Gregory Boardman honored with emeritus status
Gregory Boardman, professor of civil and environmental engineering in the College of Engineering at Virginia Tech, has been conferred the title of professor emeritus by the Virginia Tech Board of Visitors.
The emeritus title may be conferred on retired professors, associate professors, and administrative officers who are specially recommended to the board by Virginia Tech President Tim Sands. Nominated individuals who are approved by the board receive an emeritus certificate from the university.
A member of the university community since 1976, Boardman’s research and scholarship have contributed greatly to improvements in biological and industrial wastewater treatment. During his career, he received more than $9 million in external research grants and wrote approximately 250 publications.
In addition, Boardman received more than $7.5 million in funding to support outreach and continuing education programs. For 35 years, he served as the director of the Annual Virginia Tech Short School which provided training to approximately 250 water and wastewater operators from across Virginia each year. He also led about a dozen continuing education programs annually for Virginia governmental agencies. Boardman served as the director of the Center for Organizational and Technological Advancement in association with the Hotel Roanoke and Conference Center for more than five years.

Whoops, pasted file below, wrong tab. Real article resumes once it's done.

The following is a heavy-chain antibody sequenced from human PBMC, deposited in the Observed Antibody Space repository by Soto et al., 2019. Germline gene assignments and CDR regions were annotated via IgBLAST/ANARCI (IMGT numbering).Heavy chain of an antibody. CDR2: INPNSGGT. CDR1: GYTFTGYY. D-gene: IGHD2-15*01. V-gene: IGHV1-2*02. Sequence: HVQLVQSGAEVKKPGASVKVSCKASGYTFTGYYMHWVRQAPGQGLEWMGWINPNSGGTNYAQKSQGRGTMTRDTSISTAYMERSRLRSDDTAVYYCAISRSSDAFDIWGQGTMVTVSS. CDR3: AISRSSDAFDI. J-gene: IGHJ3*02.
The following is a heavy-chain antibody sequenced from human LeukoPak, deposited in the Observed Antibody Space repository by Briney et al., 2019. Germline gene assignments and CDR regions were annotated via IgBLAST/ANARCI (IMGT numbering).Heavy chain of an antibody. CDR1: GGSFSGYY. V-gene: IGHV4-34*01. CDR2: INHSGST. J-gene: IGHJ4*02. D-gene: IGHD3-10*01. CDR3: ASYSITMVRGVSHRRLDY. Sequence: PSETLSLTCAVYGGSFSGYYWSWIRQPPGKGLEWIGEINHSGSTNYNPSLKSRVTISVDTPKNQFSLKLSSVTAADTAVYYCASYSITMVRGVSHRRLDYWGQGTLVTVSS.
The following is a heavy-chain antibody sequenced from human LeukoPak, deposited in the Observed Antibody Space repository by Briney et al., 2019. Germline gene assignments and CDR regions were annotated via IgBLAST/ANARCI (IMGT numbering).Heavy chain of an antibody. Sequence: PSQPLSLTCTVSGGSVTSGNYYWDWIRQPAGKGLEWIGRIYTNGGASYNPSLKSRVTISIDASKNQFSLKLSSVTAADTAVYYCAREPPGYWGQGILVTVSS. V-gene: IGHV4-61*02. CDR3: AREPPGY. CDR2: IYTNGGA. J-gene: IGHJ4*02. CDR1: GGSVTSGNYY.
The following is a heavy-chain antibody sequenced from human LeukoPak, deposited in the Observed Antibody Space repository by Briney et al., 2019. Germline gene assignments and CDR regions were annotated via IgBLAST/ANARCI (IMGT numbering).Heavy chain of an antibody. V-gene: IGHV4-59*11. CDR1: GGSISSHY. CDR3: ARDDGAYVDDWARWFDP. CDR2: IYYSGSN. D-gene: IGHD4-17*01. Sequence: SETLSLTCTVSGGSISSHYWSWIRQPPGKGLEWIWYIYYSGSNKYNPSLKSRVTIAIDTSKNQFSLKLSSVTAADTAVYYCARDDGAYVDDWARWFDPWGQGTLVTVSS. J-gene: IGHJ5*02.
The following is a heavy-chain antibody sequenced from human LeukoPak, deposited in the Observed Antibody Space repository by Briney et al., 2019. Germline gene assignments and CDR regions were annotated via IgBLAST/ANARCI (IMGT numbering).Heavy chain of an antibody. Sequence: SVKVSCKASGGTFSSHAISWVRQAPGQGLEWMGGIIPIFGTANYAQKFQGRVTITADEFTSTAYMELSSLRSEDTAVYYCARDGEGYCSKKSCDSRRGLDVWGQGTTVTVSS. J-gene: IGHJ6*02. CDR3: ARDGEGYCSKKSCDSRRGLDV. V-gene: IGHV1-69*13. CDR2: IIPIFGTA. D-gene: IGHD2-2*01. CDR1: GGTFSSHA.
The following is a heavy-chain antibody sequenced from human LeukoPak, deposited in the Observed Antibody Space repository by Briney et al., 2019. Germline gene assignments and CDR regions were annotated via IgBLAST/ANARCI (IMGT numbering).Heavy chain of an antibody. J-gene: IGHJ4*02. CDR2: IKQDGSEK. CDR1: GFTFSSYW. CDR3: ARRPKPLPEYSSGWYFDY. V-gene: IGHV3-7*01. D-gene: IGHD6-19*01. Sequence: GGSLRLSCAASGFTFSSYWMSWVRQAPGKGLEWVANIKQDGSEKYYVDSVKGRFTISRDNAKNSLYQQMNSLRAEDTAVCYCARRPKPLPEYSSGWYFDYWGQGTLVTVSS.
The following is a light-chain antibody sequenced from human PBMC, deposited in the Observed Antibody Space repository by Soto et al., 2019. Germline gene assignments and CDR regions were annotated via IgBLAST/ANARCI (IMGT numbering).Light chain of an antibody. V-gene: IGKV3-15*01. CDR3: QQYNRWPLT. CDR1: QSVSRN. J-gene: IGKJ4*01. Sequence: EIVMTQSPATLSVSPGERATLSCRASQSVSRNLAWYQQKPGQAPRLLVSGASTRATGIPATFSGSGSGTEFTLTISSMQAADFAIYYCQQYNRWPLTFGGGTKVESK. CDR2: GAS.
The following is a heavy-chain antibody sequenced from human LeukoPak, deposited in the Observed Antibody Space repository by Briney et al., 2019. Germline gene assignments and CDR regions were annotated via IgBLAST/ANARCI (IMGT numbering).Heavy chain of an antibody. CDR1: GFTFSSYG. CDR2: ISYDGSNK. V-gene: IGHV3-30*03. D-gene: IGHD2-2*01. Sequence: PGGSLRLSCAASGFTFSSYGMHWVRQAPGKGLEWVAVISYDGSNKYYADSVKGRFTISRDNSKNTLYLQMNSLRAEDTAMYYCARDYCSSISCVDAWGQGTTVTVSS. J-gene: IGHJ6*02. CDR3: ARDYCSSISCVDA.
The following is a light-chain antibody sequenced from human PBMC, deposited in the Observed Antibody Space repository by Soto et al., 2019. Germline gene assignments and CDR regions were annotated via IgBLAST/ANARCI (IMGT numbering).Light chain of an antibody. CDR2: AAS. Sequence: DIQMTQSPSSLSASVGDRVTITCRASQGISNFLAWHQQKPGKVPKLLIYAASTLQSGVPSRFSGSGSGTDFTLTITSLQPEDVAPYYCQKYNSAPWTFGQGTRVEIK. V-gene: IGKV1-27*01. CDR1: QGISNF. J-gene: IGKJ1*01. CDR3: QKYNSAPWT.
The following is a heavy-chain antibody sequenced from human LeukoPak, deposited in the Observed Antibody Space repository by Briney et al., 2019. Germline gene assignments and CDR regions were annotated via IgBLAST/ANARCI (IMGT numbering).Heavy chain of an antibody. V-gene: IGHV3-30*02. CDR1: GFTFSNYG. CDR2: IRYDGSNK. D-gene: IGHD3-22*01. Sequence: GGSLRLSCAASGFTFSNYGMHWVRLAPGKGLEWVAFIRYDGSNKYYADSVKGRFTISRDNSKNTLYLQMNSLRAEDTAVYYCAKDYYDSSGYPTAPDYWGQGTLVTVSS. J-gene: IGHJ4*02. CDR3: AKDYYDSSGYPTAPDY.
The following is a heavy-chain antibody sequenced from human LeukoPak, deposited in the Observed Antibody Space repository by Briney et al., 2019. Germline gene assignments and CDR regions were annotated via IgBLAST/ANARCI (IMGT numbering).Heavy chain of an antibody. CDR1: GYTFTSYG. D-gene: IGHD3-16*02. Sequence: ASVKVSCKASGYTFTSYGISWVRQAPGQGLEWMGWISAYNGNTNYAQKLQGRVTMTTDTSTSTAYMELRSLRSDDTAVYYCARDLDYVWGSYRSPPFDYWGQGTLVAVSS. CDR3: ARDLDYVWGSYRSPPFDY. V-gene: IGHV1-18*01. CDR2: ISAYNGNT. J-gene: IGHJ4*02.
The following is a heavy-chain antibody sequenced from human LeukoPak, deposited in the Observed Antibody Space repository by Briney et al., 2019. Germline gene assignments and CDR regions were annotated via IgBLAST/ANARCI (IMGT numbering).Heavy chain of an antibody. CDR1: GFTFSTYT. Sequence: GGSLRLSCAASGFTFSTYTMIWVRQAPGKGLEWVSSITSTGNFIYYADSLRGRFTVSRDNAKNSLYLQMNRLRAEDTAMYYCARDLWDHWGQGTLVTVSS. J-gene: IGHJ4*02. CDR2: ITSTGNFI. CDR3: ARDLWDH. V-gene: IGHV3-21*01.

In the classroom, Boardman taught thousands of civil engineering students in all areas of environmental engineering and advised more than 130 graduate students through their master’s degree or Ph.D. research.
Boardman was elected Fellow of the American Society of Civil Engineers in 2005. He received the Distinguished Service Award from the Association of Environmental Engineering and Science Professors in 1991 and 2007, and the Enslow-Hedgepeth Award from the Virginia Water Pollution Control Association in 2012.
Boardman received his bachelor's degree and master’s degree from the University of New Hampshire and a Ph.D. from the University of Maine.